I must poke a little fun here at the KISS booth at Beneath The Sea last year. They didn’t seem to be very happy or willing to answer questions and seemed to ignore me when someone was actually present in the booth (I went by a few times and nobody was there). First appearances are pretty important so I sort of wrote them off. Sorry KISS rebreathers, always next time.. 🙁 I guess I didn’t look like rebreather diver material or they were having an off day?
“Expedition” Diving in Hathaway’s Pond
For those that do not know Hathaway’s Pond.. It’s a very popular open water training site for checkout dives on Cape Cod. It’s fresh water..Well “fresh enough” and it doesn’t get blown out like the ocean. It’s probably one of the best places for confined water skills training outside of a pool in New England. Admittedly I don’t go there very often since I prefer salt water but it’s a good place to kill a tank or two if the ocean is angry.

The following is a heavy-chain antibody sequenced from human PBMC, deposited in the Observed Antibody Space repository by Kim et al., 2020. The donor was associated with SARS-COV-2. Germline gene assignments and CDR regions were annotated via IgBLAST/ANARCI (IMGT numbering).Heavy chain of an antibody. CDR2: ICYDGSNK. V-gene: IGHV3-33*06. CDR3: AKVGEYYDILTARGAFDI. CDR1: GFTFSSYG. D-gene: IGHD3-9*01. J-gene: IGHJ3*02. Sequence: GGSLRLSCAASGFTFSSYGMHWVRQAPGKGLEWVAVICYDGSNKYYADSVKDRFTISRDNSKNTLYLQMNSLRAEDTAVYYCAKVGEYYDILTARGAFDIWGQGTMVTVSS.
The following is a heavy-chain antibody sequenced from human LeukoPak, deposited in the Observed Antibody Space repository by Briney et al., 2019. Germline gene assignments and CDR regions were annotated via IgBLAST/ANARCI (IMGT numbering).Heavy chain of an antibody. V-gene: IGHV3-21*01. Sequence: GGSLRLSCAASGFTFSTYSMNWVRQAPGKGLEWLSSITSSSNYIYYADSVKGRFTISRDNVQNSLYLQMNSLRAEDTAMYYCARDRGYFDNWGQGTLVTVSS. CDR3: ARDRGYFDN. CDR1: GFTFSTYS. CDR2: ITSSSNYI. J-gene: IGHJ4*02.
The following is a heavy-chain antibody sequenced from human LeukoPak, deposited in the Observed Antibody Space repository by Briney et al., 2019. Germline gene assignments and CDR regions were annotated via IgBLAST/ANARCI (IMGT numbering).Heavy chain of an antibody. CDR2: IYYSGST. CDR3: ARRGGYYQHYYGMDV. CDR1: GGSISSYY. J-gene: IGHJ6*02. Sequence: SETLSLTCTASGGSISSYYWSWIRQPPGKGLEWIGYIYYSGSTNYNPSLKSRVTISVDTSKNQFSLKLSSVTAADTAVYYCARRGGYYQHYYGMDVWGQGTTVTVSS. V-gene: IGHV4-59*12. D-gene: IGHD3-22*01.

While the bottom is silty and muddy, if you stay off the bottom and aren’t accosted by hoards of open water students then the visibility can be decent 20-30ft+
Anyway..the point I was trying to make was Hathaway’s is pretty good place for a demo. It’s better than sitting in a 10ft crowded and chlorinated pool. A small open water class had just finished up as we were gearing up but other than that we had the entire place to ourselves. I guess that’s the nice thing about the fall on Cape Cod. Not too many tourists.
Flood Tolerance: Do I need this?
I’ve never really flooded my rEvo but it’s always pretty wet inside after 2+ hour dives. This is something that always concerned me compared to other units but it’s never caused issues with any of my cell readings. If I have the opportunity between dives I ring out my shammys and clean any moisture/condensation out of the unit as best I can. If you’re planning 6-8 hour dives this may be a problem. I truthfully don’t know the answer to this as my longest dive-to-date on my rEvo has only been been a little over 4 hours.